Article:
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\title{CS200 - Problem Set 1\\\small{Due: Monday, Feb. 19. Upload to Canvas before the beginning of class}}
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Please read the sections of the syllabus on problem sets and honor code before starting this homework.
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\item \textit{Errors in Inductive Proofs}
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\item \textbf{[2 points]} \href{http://discretetext.oscarlevin.com/dmoi/sec_seq-induction.html#exercises_seq-induction}{DMOI 2.5.14}. (You only need to do problem 14 in this section.)
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\item \textbf{[6 points]} Explain what is wrong with the following inductive proof that all Middlebury students have the same eye color. I find it easiest to describe the issue by using the ``ladder'' analogy from class.
\noindent\textbf{Proof:}
Let $P(n)$ be the predicate that any set of $n$ Middlebury students have the same eye color. We will prove $P(n)$ is true for all $n\in \mathbb{N}$ for $n\geq 1.$
Base case: $P(1)$ is true because any one Middlebury student has the same eye color as themselves.
Inductive case: Let $k\geq 1$. Assume for induction that any set of $k$ Middlebury students have the same eye color. Now let's consider any set of $k+1$ Middlebury students.
If we look at the first $k$ of those $k+1$ students, by our inductive assumption they must all have the same eye color. However, if we look at the last $k$ of those $k+1$ students, by our inductive assumption, they must also all have the same eye color. Now the second student must be part of the first set of $k$ and the last set of $k$, so all $k+1$ students must have the same eye color as this second student. Thus, any set of $k+1$ Middlebury students have the same eye color.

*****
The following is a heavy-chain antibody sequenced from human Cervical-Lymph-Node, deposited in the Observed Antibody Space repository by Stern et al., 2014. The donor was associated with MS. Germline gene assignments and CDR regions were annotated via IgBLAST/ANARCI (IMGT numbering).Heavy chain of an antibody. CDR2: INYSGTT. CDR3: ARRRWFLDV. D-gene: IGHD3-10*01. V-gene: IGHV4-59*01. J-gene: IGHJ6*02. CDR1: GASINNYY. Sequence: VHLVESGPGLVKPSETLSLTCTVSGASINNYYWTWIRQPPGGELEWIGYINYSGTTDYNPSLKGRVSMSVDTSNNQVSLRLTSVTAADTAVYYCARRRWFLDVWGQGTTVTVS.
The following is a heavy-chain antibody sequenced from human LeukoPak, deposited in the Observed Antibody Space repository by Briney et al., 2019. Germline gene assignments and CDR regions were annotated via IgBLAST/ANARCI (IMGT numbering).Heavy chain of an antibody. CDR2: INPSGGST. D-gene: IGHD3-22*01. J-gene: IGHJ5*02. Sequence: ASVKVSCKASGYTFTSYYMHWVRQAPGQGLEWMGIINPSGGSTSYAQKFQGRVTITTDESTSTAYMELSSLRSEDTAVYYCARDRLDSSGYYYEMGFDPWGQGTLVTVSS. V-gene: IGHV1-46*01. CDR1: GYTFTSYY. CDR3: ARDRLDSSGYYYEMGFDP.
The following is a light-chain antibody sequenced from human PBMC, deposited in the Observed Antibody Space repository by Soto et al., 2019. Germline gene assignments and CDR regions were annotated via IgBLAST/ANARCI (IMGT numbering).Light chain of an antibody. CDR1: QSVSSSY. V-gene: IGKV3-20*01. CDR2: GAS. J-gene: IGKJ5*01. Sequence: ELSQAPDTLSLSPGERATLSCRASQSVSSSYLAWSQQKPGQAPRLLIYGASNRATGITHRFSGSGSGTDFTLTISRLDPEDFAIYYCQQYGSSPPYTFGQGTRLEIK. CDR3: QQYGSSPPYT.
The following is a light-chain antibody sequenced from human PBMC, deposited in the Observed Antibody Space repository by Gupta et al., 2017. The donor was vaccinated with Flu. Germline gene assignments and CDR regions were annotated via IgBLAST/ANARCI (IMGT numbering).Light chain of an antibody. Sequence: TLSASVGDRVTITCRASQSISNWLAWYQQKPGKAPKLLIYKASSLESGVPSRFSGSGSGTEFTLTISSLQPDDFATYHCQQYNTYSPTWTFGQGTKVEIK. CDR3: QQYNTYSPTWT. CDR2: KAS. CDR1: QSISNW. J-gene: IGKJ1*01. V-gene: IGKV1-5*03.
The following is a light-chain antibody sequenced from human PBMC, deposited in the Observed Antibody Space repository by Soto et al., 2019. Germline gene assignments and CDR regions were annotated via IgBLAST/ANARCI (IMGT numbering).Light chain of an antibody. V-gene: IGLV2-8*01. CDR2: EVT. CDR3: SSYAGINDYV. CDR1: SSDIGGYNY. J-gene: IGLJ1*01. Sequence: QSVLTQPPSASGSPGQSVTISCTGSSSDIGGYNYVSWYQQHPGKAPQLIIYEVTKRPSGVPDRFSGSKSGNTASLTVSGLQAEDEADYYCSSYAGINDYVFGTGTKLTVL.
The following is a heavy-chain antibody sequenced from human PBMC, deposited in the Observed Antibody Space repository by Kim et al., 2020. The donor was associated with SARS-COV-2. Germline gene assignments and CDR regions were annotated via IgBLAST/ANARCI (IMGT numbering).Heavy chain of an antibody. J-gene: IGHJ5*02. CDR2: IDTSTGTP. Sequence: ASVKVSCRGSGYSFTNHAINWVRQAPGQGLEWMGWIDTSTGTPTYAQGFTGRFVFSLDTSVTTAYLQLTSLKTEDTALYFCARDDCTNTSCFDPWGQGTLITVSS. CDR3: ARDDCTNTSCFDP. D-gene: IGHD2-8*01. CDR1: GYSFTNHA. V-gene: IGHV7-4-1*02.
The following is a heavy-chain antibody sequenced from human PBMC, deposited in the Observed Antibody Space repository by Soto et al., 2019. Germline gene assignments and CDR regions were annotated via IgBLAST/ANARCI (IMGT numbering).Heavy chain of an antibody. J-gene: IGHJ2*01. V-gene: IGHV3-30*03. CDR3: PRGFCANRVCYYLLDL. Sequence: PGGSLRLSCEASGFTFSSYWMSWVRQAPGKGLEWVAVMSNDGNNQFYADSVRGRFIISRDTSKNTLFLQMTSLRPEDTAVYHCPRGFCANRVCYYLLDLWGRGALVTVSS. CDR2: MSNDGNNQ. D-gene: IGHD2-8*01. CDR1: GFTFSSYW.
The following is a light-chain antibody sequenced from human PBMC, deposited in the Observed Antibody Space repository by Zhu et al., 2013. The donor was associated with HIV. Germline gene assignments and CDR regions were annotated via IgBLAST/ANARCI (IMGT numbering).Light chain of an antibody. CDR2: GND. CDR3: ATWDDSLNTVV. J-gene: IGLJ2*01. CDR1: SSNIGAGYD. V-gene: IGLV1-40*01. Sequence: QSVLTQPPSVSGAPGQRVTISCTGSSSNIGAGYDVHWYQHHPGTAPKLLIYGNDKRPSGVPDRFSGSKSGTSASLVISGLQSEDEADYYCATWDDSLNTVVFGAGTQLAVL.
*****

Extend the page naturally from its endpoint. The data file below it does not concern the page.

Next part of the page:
Therefore, by induction, $P(n)$ is true for all $n\geq 1.$
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\item \textit{Inductive Proofs}
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\item \textbf{[11 points]}
Prove using induction that for $n \geq 0$, $7^n - 2^n$ is divisible by 5. (An integer $m$ is divisible by an integer $r$ if $m=r\cdot g$, where $g$ is some other integer.)
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\item \textbf{[11 points]} Prove using induction that $2^n>n^2$ whenever $n$ is an integer, and $n\geq 5.$
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\item \textbf{[11 points]} Prove that $1+2+3+\dots+n=n(n+1)/2$ for any integer $n$ such that $n\geq 1$. (So when $n=1$, we want to evaluate $1$, when $n=2,$ we want to evaluate $1+2$, when $n=3$ we want to evaluate $1+2+3$, etc.)
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\item \textbf{[11 points]} Finish the following proof that Algorithm \ref{algocf:mult} correctly multiplies an integer $n\geq 0$ and an integer $b$.
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\begin{algorithm}[H]
\SetKwInOut{Input}{Input}
\SetKwInOut{Output}{Output}
\Input{Non-negative integer $n$, and integer $b$}
\Output{$n\times b$}
\tcc{Base Case}
\eIf{$n==0$}{
return $0$\;
}
{ \tcp{Recursive step}
return $b+\texttt{Mult}(n-1,b)$\;
}
\caption{\texttt{Mult}$(n,b)$}\label{algocf:mult}
\end{algorithm}
\noindent\textbf{Proof:} Let $P(n)$ be the predicate: \texttt{Mult}(n,b) correctly outputs the product of $n$ and $b.$ We will prove using induction that $P(n)$ is true for all $n\geq 0.$
For the base case, let $n=0$. In this case, we see the \texttt{If} statement is true at line 1, and so the algorithm returns 0. This is precisely what we want, since $0\times b=0$ for any integer $b$, so the algorithm is correct and $P(0)$ is true.
For the inductive step...
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\item How long did you spend on this homework?
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